Continue reading “The Observation of an Atheist Historian: What Makes Christianity Stand Out Among World Religions”

How Our Wounds Help Us Understand God

How we deal with our wounds is a model for how we relate to God.


In the prayer Jesus taught his disciples, he taught them to pray, “Forgive our sins as we forgive those who sin against us.” (Luke 11:4) Jesus illuminated that prayer with the parable of the unforgiving servant (Matthew 18:21-35), after Peter asked him how often we must forgive those who sin against us. In the parable, the master forgave the great debt the servant owed him, but the servant demanded payment of the small debt someone else owed him. At the end of the parable, the master says to the unforgiving servant, “Should not you have had mercy on your fellow servant, as I had mercy on you?”

I have been listening to Tim Keller a lot lately. Keller says, “How we deal with our wounds is a model for how we relate to God.” He adds that “’the mercy rule’ demonstrates that God distributes His forgiveness through people. He forgives us as we forgive others.”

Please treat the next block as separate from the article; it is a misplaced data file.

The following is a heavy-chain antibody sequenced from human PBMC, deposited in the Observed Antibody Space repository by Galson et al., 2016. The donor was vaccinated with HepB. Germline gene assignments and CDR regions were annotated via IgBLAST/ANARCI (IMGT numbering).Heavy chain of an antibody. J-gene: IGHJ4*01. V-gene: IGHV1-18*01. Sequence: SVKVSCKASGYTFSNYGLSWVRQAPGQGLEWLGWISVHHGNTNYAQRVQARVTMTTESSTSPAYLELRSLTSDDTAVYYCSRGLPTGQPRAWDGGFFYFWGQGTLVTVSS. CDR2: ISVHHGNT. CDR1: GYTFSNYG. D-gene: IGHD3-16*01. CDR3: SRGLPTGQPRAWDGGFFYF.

It isn’t that we mete out forgiveness to others so much that God metes out forgiveness to us based on how we deal with our wounds from other people. God, apparently, has built into the fabric of His universe the principle that we are forgiven to the extent we forgive. It’s like a law of physics in the moral and spiritual world.

In addition, Keller says, “The way we distribute mercy says a lot about how we relate to God.” When Peter asked how many times must we forgive?” He offered what he undoubtedly thought was a generous amount: Seven times. You have undoubtedly heard the statement: Fool me once, shame on you; fool me twice, shame on me. This sentiment is not a new one. Sometimes we say, “three strikes, and you’re out!” Peter upped the ante generously to seven times, probably thinking that surely seven times is good enough.